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Who We Represent


We believe a consultant can not serve two masters. We work for our clients.

LeMay+Lang, LLC, offers professional services on a fee basis only. Our services are performed for the sole benefit of our clients. We do not represent any insurance company, agency, or brokerage. We avoid any actual conflict of interest, and, to the greatest extent possible, any appearance of conflict of interest. Our only allegiance is to our client.

Why is “No Conflict of Interest” important to our clients?

When we say “Our only allegiance is to our client,” our client knows that we are working 100% for their best interest, and that there are no hidden strings that influence our professional recommendations.

Prior to working with us, many of our clients have had to rely upon the counsel and advice of insurance agencies, insurance brokerages, or (in the case of direct writers) insurance companies. Typically, much of that counsel and advice will be valuable and appropriate.

Even so, there are inherent conflicts of interest between insurance buyers (you) and the insurance sellers (agents, brokers, and companies). The insurance sellers are paid to sell insurance. The more they sell, the more they are paid. There is an economic incentive, sometimes, to sell more insurance than is needed, and to use insurance as the primary risk management tool when other methods may be more appropriate. The economic goals of the insurance sellers are in direct conflict with the economic goals of the insurance buyer.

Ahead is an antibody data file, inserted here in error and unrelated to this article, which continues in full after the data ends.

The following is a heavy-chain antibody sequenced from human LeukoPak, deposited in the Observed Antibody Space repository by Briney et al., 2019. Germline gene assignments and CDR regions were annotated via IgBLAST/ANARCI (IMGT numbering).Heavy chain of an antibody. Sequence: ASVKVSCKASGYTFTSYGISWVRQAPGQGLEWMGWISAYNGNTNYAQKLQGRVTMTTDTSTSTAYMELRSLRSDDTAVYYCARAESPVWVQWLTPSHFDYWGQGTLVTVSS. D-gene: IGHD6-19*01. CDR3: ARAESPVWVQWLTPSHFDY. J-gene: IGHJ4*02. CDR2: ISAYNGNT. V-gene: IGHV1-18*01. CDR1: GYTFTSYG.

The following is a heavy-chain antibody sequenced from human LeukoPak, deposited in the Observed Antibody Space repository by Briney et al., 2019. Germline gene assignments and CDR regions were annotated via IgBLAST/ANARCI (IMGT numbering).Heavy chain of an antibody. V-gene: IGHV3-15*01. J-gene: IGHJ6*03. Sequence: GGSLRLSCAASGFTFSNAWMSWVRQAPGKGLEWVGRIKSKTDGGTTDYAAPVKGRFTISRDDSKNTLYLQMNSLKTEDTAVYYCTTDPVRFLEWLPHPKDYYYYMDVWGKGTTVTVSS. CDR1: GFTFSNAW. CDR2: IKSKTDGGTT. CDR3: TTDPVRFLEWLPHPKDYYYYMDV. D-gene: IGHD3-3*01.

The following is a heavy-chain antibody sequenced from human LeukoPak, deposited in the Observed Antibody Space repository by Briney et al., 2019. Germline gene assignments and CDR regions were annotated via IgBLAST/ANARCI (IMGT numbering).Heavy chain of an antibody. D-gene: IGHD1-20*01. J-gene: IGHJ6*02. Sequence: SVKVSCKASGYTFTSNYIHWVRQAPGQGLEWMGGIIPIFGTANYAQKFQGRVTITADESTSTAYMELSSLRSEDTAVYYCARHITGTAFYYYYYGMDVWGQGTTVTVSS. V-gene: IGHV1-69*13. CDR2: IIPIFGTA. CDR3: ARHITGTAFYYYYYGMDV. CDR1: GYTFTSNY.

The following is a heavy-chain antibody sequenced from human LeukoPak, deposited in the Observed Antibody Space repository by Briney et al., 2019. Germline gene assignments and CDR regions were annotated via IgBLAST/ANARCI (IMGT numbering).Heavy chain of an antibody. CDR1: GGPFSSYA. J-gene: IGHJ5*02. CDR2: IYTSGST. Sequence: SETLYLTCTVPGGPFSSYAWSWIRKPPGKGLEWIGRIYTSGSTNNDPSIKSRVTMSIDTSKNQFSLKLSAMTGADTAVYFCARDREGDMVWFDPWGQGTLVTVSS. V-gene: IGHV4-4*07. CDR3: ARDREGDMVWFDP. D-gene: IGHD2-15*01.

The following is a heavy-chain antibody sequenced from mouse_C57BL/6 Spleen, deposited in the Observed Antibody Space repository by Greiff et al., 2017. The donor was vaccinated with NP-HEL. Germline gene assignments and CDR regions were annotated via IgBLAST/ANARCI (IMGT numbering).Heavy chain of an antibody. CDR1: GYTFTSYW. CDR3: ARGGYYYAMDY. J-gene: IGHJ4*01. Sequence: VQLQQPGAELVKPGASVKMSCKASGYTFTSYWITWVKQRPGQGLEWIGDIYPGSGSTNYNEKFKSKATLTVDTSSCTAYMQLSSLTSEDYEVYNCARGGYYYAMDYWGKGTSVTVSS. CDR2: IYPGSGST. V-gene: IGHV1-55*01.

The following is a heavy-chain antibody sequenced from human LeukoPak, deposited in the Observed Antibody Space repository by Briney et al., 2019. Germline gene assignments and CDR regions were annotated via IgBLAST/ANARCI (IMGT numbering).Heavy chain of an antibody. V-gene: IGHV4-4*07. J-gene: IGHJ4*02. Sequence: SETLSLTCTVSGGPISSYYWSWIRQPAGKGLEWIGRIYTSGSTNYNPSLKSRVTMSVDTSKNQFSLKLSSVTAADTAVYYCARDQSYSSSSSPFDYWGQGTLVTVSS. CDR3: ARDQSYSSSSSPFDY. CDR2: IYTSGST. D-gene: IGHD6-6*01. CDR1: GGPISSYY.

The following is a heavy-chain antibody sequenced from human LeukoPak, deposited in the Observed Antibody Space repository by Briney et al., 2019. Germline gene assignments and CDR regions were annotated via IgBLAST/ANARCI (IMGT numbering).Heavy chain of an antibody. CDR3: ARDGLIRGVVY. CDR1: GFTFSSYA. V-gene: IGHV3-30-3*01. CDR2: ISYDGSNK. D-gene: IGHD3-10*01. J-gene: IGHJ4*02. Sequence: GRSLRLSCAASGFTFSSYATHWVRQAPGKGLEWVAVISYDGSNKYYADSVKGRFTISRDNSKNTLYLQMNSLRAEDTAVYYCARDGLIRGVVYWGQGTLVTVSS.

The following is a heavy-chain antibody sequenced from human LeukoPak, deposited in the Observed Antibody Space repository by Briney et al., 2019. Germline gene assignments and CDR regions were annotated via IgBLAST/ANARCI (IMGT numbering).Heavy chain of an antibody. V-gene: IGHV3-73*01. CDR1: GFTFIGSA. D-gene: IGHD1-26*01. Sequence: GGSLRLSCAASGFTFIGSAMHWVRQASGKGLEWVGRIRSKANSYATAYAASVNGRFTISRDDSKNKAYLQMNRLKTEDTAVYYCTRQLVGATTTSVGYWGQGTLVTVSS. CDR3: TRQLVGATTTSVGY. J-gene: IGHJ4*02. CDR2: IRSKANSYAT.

What are some other conflicts of interest between insurance buyers and sellers?

Insurance sellers are often rewarded on a “contingency” basis for producing profitable business and for increasing premium levels. Insurance sellers can earn more money when the insurance buyers have low “loss ratios.” A “loss ratio” is the relationship between losses paid and premiums collected. When loss ratios are low, the insurance company makes more profits, and then rewards the insurance seller for producing those profits. The larger the profits, the more the insurance seller earns. This incentive is a double-edged sword: the seller of insurance can be motivated both to increase the premiums that the buyer pays, and to minimize the payments that the buyer receives in settlement of claims.

Insurance buyers are “Customers” of agents, but not “Clients”

In most cases the insurance sellers are not compensated by the insurance buyer; rather, they are compensated through commissions or salary directly by the insurance company that writes the policies. That makes the insurance buyer a customer of the agent, but not a client. Even in cases where a broker (for example) may work on a fee basis for the insurance buyer, there will sometimes be other arrangements where the broker will be compensated by the insurance companies for such things as profitability or size of the book of business the broker maintains. There are very often conflicts of interest between sellers and buyers of insurance. Almost all U.S. jurisdictions recognize that insurance agents have no fiduciary responsibility to their customers, except under very specific and limited conditions.